Two aging playboys are both after the same attractive young woman, but she fends them off by claiming that she plans to remain a virgin until her wedding night. Both men determine to find a way around her objections.
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Successful architect Don Gresham (William Holden) engages a young actress, Patty O'Neill (Maggie McNamara), in conversation on top of the Empire State Building, and she accepts his invitation to dinner. Dropping in at his apartment on the way, they decide to dine there as Patty announces herself an excellent cook. Don slips out to buy food, and Patty is briefly visited by his ex-fiancée, Cynthia Slater (Dawn Addams), and not too briefly, by Cynthia's father David (David Niven), a middle-aged, practiced charmer who, on her invitation, stays to dinner. A slight accident at the table occasions Patty to change her dress for Don's bathrobe. While Don is away placating the jealous Cynthia, David loses no time in offering Patty a proposal of marriage and a six hundred dollar gift. She accepts the latter and is surprised by Don in a grateful kiss to David. Don is still enraged with Patty when her father arrives, and, outraged to discover his daughter in a bachelor's apartment, knocks him ... Written by
This movie was used as a part of a plot line in the "The Moon is Not Blue" episode of "M*A*S*H." The plot line focuses on Hawkeye Pierce and B.J. Hunnicutt trying to obtain a copy of the movie for the 4077th after hearing it has been banned in Boston. They think it must be a dirty movie, but are disappointed when they finally get to see it. (Hawkeye: "I'm outraged! I've never seen a cleaner movie!" Father Mulcahy: "Well, one of the characters *did* say the word, 'virgin.'" Hawkeye: "That's because everyone *was*!") See more »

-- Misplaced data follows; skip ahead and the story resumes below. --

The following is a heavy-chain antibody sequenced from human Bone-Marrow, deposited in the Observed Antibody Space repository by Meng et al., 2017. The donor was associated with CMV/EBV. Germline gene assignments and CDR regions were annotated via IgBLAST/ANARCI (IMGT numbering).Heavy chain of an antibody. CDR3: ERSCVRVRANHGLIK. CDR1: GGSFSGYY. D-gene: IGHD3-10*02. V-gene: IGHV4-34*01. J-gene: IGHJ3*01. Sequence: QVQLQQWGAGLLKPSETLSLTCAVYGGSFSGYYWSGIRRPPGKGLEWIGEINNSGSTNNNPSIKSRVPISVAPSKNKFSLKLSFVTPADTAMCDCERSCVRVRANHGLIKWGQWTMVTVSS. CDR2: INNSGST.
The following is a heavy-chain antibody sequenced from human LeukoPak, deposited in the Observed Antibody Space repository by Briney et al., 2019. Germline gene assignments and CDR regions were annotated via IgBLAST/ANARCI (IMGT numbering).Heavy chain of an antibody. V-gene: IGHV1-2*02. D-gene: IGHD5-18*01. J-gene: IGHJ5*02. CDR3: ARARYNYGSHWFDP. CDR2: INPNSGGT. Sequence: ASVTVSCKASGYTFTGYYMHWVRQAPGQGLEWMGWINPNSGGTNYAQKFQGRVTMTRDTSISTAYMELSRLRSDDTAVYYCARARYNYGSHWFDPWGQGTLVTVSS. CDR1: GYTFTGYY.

Long before Meg Ryan and Tom Hanks discovered they loved each other atop the Empire State Building, William Holden and Maggie McNamara met on the observation tower of the venerable skyscraper in the film version of the hit Broadway play, "The Moon is Blue." One of the best and most sprightly comedies of the early fifties, Otto Preminger had a fight on his hands when the film went before an aghast Production Code board.
The movie makes rather light of a young woman's commitment to chastity, suggests that seduction is an amusing and acceptable pastime for a single male and uses words like "pregnant" and "virgin" offhandedly. The lovely, talkative, self-assured Patty even demands to know the meaning of the charge, by her new boyfriend's barely ex-girlfriend, that she's a "professional virgin." Shocking stuff and approval was denied. Perhaps equally stunning to the Hollywood censors was Preminger's decision to release the film without approval, something he had the clout to do.
As it turned out, audiences were able to deal with this explosive material. :) And almost fifty years later, when virtually nothing remains to be said or done on the silver screen, this film retains its charm, humor and attractiveness because a superb trio of actors - William Holden, Maggie McNamara and an irrepressible David Niven, who steals some of the scenes - gives a timeless quality to their sterling performances.
The script hews pretty much to the original play with minimal set changes. The dialogue is witty and fast. Preminger knew he had created a gem of a romantic comedy and it's good entertainment today in a world where the values expressed by the characters seem as remote as the social customs of the Neandertals. I hadn't seen the film in decades - I rented it and I'm going to buy a copy. This is a true and timeless classic.
By the way, don't skip the trailer that precedes the film. It's very funny.
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